On Monday I attended the memorial services that marked, in a sense, the last goodbye to my friend and colleague Randi Brandt. One conclusion is that Randi was not a nice person – and I mean that in the best way possible, for reasons I’ll explain momentarily.

By the time I began teaching teens at Choate Rosemary Hall ten years ago (at first on an interim basis) Randi was already ten years into her position as Assistant to the Director of the Arts, so she was an indelible part of the fabric there. Yesterday, though, hearing both formal and informal reflections on Randi’s life and spirit I felt like something finally clicked.

Interestingly, the light bulb went on that everyone who knew her well a) had been scolded by her more than once and b) felt more loved and nurtured as a result. My first response was “oh, I guess it wasn’t just me,” which I already knew, but still. But my second response was to reflect on how being “nice” and being caring are not only not synonymous, but sometimes actually at odds. This is not to somehow fetishize bluntness (which in Randi’s case was neither good nor bad, but simply a part of her personality) but instead I suggest we take a closer look.

To me, the term “nice” is one of the blandest ways to describe somebody. When I was a kid it was part of the cultural consciousness that when teenagers described a girl as having a good personality, it was a euphemism for unattractiveness. “Nice” is kind of like that – it means you have nothing bad to say, and nothing particularly good to say either or else you’d say “loving” or “compassionate” or “extremely kind,” all of which fit Randi. “Nice,” to me, means “not unpleasant.” Or maybe “hasn’t ever been a jerk to me.” But by itself, nice is bland. If you’re drowning, you are not likely thinking “I hope somebody nice comes along to save me . . . or at least to tweet a frowny face as they shed a tear.” No, at that moment you’re not looking for nice, you’re looking for strong, brave, spunky, principled and decisive. You’re looking for someone who’ll get in the damn water and pull you out . . . and if you get called out along the way for the idiocy of getting into that situation, you’re unlikely to begrudge that.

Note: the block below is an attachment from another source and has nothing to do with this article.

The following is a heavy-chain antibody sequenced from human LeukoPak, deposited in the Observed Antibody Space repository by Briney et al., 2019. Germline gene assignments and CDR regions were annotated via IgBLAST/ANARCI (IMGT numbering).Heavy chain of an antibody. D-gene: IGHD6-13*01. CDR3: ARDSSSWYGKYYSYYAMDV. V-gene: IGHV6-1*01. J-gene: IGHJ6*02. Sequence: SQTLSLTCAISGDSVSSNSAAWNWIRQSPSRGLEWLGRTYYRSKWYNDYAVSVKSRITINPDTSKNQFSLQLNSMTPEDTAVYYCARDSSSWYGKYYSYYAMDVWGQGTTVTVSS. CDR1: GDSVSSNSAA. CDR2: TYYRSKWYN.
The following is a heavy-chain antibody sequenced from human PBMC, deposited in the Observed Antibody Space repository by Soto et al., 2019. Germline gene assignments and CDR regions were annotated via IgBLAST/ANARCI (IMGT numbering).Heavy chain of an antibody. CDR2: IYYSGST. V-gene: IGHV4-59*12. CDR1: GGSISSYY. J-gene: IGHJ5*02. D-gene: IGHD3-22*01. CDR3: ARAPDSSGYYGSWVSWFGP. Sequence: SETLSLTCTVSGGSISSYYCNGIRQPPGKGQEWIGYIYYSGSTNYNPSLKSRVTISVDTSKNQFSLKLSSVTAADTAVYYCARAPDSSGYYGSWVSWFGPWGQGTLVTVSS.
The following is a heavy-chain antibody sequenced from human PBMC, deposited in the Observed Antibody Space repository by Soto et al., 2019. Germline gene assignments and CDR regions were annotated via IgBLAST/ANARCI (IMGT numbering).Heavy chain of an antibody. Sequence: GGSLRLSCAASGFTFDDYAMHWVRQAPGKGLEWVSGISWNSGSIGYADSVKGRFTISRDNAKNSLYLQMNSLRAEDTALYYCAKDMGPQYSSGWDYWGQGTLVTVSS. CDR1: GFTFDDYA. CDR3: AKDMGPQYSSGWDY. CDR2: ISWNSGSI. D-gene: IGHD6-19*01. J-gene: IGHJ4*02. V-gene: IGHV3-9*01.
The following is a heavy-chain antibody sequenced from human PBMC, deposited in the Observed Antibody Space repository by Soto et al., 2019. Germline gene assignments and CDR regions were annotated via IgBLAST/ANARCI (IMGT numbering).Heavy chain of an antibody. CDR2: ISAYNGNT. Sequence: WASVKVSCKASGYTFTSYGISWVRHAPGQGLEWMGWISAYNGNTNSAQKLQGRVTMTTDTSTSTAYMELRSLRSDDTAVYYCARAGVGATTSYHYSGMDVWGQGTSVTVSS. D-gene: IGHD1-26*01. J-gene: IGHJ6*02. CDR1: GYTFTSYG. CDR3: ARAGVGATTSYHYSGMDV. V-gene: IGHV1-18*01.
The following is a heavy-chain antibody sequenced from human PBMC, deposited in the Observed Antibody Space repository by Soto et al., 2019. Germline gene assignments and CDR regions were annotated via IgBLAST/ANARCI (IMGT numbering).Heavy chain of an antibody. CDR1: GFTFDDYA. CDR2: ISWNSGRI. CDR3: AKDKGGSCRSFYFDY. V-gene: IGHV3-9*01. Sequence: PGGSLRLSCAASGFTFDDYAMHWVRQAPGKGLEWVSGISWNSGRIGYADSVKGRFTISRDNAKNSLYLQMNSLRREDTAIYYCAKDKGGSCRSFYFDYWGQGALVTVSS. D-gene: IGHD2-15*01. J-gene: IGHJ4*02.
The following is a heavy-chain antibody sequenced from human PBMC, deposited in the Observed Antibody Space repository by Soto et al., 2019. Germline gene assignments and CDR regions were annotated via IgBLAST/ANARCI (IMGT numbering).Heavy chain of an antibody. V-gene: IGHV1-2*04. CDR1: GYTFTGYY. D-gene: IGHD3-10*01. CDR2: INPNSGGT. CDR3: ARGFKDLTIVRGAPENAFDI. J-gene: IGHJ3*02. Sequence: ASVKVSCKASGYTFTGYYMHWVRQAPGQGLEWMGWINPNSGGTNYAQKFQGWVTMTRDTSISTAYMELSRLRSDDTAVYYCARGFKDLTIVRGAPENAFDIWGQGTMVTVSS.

When I met Randi ten years ago, it took me a while to adjust, as she was indeed less “nice” than some other administrators I knew, and particularly since I spent my first year there not knowing if the gentleman for whom I was filling in would come back, I felt-particularly self-conscious about how to read the directness of her communication. Over time I found her to be a committed and skilled and smart and tuned in. As more time passed, I realized what a dynamo she was as a human being. I have seen her be willing to be “not nice” for the greater good of the many people (colleagues, students, especially her family) she cared about, and I really admire that. Never was this more evident than in her fight with the cancer that ultimately took her life.  I also don’t want to fetishize the “courageous fight” against terminal illness, but my goodness was she not going to capitulate to this, not with what that would mean for others, especially her daughter.

Randi will surely not be forgotten, and I’m confident that whoever is in charge of her accommodations in the great beyond cares about “nice” as little as I do.

Top 10 Favorite Prince Tracks

Like so many, I can’t believe that Prince is gone, and I’m struggling not only to reconcile that, but also to reflect with any coherence on his impact on my own musical conception. When I was a kid, I listened eagerly to all his singles and watched his videos, with no conception of anything else like the enormity of his talent and artistic self-empowerment or the conventions he was transgressing in the realms of race, gender and sexuality. I just knew that “1999” was trippy and “Little Red Corvette” rocked and “When Doves Cry” was moody in a way I loved but didn’t understand. I watched enough MTV that I heard and watched his stuff all the time (puberty more or less lined up with the video for “U Got the Look,” which . . . well, never mind) and thus never really noticed or wondered about his absence from the rock radio airwaves even though “Let’s Go Crazy” rocked harder than at least 90% of what was on there.